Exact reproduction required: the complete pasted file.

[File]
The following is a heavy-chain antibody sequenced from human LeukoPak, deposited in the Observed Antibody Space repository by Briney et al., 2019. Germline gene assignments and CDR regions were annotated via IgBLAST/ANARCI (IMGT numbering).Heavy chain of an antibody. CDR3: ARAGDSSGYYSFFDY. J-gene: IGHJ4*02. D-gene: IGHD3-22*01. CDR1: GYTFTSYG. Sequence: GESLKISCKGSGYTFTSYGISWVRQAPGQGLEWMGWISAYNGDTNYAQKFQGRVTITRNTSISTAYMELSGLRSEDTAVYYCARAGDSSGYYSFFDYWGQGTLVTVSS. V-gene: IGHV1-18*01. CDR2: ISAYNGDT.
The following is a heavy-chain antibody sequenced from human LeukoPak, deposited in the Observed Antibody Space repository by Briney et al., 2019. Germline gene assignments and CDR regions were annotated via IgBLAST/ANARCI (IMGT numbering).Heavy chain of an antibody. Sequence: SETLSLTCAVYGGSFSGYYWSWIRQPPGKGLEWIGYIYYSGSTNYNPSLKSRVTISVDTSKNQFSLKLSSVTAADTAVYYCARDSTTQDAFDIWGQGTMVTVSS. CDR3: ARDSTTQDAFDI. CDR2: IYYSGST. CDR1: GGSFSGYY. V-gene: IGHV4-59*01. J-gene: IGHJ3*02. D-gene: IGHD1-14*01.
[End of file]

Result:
The following is a heavy-chain antibody sequenced from human LeukoPak, deposited in the Observed Antibody Space repository by Briney et al., 2019. Germline gene assignments and CDR regions were annotated via IgBLAST/ANARCI (IMGT numbering).Heavy chain of an antibody. CDR3: ARAGDSSGYYSFFDY. J-gene: IGHJ4*02. D-gene: IGHD3-22*01. CDR1: GYTFTSYG. Sequence: GESLKISCKGSGYTFTSYGISWVRQAPGQGLEWMGWISAYNGDTNYAQKFQGRVTITRNTSISTAYMELSGLRSEDTAVYYCARAGDSSGYYSFFDYWGQGTLVTVSS. V-gene: IGHV1-18*01. CDR2: ISAYNGDT.
The following is a heavy-chain antibody sequenced from human LeukoPak, deposited in the Observed Antibody Space repository by Briney et al., 2019. Germline gene assignments and CDR regions were annotated via IgBLAST/ANARCI (IMGT numbering).Heavy chain of an antibody. Sequence: SETLSLTCAVYGGSFSGYYWSWIRQPPGKGLEWIGYIYYSGSTNYNPSLKSRVTISVDTSKNQFSLKLSSVTAADTAVYYCARDSTTQDAFDIWGQGTMVTVSS. CDR3: ARDSTTQDAFDI. CDR2: IYYSGST. CDR1: GGSFSGYY. V-gene: IGHV4-59*01. J-gene: IGHJ3*02. D-gene: IGHD1-14*01.